The Campbell Family Christmas

Five years ago, the Georgetown View introduced you to the Campbell family (pictured above with Pastor George Crisp) and their Christmas Eve tradition. Dwayne, his wife Claudia, and their children, have continued to serve the homeless community in Austin, and we caught up with them again for year 13 of their ministry. 

How it All Began

Dwayne and Claudia moved to Texas from southern California. Having poured their hearts into a Mexican orphanage ministry, their move to Texas made trips to the border a challenge, but they continued until the tragic death of Claudia’s father in 2009. They decided, for the children’s sake, to help people in their own back yard—the homeless in Austin.   

The new ministry was launched from their own car with burritos and a plan to “just go find them.”  Those they found were given a fresh burrito or a warm blanket, and many accepted in tears. Claudia says, “On Christmas Eve, the homeless felt forgotten, but small touches of kindness reminded hurting people of their humanity.” 

The Campbells began telling their neighbors and church family about these deeply touching moments, and people asked to be a part of it. It wasn’t long before they opened their Christmas ministry to the public.

 Interacting with homeless people has always been a great experience for my kids. It’s something they’ll remember forever.

Dwayne Campbell


What began with one family has grown to five or six cars in a burrito caravan, and a yearly family tradition for 150 people, many of whom show up Christmas Eve morning to help. The group meets under the 7th street bridge in Austin with coffee, food, clothes, music, gifts, and conversation for as many as 400 people. Volunteers bring friends, family, and neighbors and arrive ready to serve.

“So many people want to help, and we just want to lead them to a place where they can,” Claudia says. “We’re nothing special; everyone can do this. Anyone can grab a cooler on hot days, go downtown and give people water and mosquito repellent, or warmers when it’s really cold. Anything helps.” There are currently more than 1,000 homeless in the city, some of whom continue to struggle after being displaced by floods.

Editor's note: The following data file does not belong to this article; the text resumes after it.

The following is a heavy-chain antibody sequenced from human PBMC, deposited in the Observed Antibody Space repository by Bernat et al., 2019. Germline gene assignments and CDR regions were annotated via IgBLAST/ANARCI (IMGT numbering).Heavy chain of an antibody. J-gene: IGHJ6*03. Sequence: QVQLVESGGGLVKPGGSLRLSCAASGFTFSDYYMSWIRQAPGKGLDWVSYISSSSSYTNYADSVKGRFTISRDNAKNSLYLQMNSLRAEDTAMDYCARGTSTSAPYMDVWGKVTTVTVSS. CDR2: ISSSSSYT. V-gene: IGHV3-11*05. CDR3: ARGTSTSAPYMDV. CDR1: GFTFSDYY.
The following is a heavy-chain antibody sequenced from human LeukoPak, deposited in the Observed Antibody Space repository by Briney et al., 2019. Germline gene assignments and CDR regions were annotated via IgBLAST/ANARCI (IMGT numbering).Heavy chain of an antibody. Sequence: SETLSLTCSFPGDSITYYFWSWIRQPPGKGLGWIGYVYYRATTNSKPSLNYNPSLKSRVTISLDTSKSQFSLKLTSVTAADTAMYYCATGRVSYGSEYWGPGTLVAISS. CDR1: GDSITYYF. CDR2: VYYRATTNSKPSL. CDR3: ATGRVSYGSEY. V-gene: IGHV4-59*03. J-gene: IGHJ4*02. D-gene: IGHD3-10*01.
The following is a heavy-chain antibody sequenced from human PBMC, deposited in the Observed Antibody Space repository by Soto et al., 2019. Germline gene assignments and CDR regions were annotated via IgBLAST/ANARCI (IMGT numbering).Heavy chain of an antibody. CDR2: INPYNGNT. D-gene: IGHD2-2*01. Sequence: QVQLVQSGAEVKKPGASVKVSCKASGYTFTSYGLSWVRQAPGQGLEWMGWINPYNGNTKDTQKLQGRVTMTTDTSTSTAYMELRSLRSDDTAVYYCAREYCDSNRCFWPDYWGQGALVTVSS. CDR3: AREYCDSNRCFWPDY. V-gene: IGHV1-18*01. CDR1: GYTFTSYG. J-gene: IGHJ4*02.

Dwayne added, “We just saw the need, stood in the gap, and people came behind us.”

The Real Hero

Pastor George Crisp, founder of Bridge of Angels ministry, is Dwayne and Claudia’s hero; “He’s there every Saturday, rain or shine.”  The humble pastor returns their high regard.  “Their hearts are for the people,” he says warmly.

As a young man, George lost a football scholarship to the University of Houston due to drugs and alcohol. “That scholarship was my dream,” George explained. “I got deeper into drugs and alcohol. I lost everything to an endless path of destruction.” One night, his body wasting away, a voice said; “You are dying.” He had never been to church in his life, but he heard it a second time; “You’re dying.” He fell to his knees and sobbed; “God, if you’re real, help me.” He slept for a day and a half and has been sober ever since. “I didn’t find the Lord; He got me,” George said. Now a pastor, he and his wife Paula have been ministering to the homeless community on a weekly basis for 18 years, and serving under the bridge in Austin for 15 years. He understands their stories; he knows.  

Crisp began by feeding the homeless in the library parking lot, but was removed when the homeless began hiding food on bookshelves. City Manager Toby Futrell told them they would not be harassed under the 7th Street bridge.  “Glory to God, her heart was for these people,” Pastor Crisp said.  

We all need help. Somewhere down the line, so the blessing of it all is this: Jesus said ‘I didn’t come to be served, but to serve.’ 

Claudia Campbell

The 7th Street homeless get their best meal all week on Saturdays. Their Thanksgiving meal included 40 turkeys, and the works. George says, “It’s not just about feeding and clothing them for today.  I am always looking for those who want to get out of the situation they are in. I help them get jobs.  I want to restore them back to health.” 

Help the Campbells

Every year, Claudia calls Pastor George to ask about current needs and relays it to those working with their ministry, Feed Them and Free Them. And every year, there are people wanting to help. 

“There are all types of hero stories in the story,” Dwayne says. “We’ll give whatever God says, and every year there are so many miracles. Donors bring blankets, socks and sleeping bags; one bank gave 150 teddy bears, and leftovers were donated to Blue Santa.” 

Last year, Dwayne’s family came from New Jersey to surprise them and participate in their family tradition and Claudia’s family comes from Mexico to help. It has become a priority for her own family and they begin collecting donations months in advance.  Claudia laughs to think, “Our house before Christmas looks like a thrift store!” 

Aside from provisions, the Campbells also prepare a special art table where the kids ask God what he wants them to draw, for whom, and then present it to them.  That is Hannah’s favorite part. 

Once they are done on Christmas Eve and driving back, if they have anything left and see someone on the streets, the kids squeal, “What do we have left? Grab your socks, get the baby blanket!” 

And the giving goes on. 

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